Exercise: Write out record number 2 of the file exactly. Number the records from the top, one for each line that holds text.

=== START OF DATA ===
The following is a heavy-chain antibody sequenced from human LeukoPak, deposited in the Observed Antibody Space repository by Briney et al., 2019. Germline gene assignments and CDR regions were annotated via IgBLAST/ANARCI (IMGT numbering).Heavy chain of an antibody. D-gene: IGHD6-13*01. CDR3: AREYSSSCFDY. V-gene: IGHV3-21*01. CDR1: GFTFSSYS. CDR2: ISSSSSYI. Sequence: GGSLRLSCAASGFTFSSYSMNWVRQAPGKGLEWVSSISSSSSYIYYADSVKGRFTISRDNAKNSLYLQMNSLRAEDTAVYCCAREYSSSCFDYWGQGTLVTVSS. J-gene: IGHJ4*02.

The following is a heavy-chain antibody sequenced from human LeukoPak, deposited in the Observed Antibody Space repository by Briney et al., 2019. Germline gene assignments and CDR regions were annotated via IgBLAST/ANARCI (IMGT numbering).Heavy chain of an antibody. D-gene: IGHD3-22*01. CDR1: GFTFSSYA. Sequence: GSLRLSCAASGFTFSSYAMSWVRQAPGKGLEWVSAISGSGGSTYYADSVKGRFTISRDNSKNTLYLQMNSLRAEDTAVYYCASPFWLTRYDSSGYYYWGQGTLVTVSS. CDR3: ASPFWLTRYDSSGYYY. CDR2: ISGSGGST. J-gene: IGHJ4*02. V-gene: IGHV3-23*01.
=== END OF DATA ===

The following is a heavy-chain antibody sequenced from human LeukoPak, deposited in the Observed Antibody Space repository by Briney et al., 2019. Germline gene assignments and CDR regions were annotated via IgBLAST/ANARCI (IMGT numbering).Heavy chain of an antibody. D-gene: IGHD3-22*01. CDR1: GFTFSSYA. Sequence: GSLRLSCAASGFTFSSYAMSWVRQAPGKGLEWVSAISGSGGSTYYADSVKGRFTISRDNSKNTLYLQMNSLRAEDTAVYYCASPFWLTRYDSSGYYYWGQGTLVTVSS. CDR3: ASPFWLTRYDSSGYYY. CDR2: ISGSGGST. J-gene: IGHJ4*02. V-gene: IGHV3-23*01.